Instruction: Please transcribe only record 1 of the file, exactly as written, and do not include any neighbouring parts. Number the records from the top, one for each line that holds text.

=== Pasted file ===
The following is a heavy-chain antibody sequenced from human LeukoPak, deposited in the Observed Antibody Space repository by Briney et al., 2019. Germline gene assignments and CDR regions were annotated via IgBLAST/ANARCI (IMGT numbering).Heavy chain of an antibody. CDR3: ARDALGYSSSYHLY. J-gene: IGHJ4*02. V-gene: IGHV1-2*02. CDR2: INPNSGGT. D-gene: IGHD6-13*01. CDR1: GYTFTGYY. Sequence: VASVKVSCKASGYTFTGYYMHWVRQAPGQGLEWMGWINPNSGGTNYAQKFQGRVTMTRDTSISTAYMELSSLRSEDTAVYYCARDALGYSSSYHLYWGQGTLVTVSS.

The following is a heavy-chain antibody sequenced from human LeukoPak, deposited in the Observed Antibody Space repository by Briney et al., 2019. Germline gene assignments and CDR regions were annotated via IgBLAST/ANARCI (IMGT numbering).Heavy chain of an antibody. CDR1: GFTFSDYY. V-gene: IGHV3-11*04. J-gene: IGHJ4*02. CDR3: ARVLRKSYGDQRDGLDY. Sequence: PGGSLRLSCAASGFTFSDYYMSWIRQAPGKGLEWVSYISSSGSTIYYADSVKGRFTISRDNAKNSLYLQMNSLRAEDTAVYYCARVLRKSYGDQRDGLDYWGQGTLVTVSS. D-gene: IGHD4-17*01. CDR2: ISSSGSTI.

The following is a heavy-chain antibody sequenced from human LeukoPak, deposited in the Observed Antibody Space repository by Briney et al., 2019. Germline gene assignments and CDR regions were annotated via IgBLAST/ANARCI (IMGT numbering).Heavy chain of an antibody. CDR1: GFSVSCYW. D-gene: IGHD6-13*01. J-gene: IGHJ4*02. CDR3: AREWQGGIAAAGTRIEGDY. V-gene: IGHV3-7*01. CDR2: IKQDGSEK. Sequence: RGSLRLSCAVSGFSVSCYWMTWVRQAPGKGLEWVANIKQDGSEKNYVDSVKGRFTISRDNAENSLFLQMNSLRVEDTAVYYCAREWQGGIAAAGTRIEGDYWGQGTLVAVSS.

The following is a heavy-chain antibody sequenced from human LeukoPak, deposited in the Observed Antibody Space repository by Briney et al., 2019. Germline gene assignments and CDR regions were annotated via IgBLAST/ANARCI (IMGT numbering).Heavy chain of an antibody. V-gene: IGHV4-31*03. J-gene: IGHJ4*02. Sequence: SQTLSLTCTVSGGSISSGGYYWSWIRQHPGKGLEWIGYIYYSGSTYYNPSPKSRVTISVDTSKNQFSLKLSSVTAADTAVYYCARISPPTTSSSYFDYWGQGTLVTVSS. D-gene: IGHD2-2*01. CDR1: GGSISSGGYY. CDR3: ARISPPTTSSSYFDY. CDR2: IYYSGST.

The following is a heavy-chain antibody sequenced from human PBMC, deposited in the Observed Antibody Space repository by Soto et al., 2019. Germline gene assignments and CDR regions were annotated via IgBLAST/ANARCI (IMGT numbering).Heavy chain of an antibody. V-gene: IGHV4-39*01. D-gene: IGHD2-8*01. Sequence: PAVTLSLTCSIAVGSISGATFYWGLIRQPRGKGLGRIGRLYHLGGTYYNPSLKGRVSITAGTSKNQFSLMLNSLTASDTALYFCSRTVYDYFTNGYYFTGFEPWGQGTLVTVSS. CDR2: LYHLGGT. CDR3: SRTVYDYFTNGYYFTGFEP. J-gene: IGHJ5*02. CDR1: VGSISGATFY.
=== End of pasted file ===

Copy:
The following is a heavy-chain antibody sequenced from human LeukoPak, deposited in the Observed Antibody Space repository by Briney et al., 2019. Germline gene assignments and CDR regions were annotated via IgBLAST/ANARCI (IMGT numbering).Heavy chain of an antibody. CDR3: ARDALGYSSSYHLY. J-gene: IGHJ4*02. V-gene: IGHV1-2*02. CDR2: INPNSGGT. D-gene: IGHD6-13*01. CDR1: GYTFTGYY. Sequence: VASVKVSCKASGYTFTGYYMHWVRQAPGQGLEWMGWINPNSGGTNYAQKFQGRVTMTRDTSISTAYMELSSLRSEDTAVYYCARDALGYSSSYHLYWGQGTLVTVSS.